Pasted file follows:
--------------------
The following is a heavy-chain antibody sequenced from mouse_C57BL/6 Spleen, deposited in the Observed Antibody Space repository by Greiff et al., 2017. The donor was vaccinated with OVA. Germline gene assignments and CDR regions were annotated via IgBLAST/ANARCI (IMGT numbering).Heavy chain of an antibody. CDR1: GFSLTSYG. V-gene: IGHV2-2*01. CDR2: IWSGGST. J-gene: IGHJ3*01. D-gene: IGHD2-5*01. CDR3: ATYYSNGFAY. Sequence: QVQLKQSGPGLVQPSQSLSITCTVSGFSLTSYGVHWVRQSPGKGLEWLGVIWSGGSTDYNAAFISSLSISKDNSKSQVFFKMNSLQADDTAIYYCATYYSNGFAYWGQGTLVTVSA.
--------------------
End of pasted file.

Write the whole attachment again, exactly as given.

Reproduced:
The following is a heavy-chain antibody sequenced from mouse_C57BL/6 Spleen, deposited in the Observed Antibody Space repository by Greiff et al., 2017. The donor was vaccinated with OVA. Germline gene assignments and CDR regions were annotated via IgBLAST/ANARCI (IMGT numbering).Heavy chain of an antibody. CDR1: GFSLTSYG. V-gene: IGHV2-2*01. CDR2: IWSGGST. J-gene: IGHJ3*01. D-gene: IGHD2-5*01. CDR3: ATYYSNGFAY. Sequence: QVQLKQSGPGLVQPSQSLSITCTVSGFSLTSYGVHWVRQSPGKGLEWLGVIWSGGSTDYNAAFISSLSISKDNSKSQVFFKMNSLQADDTAIYYCATYYSNGFAYWGQGTLVTVSA.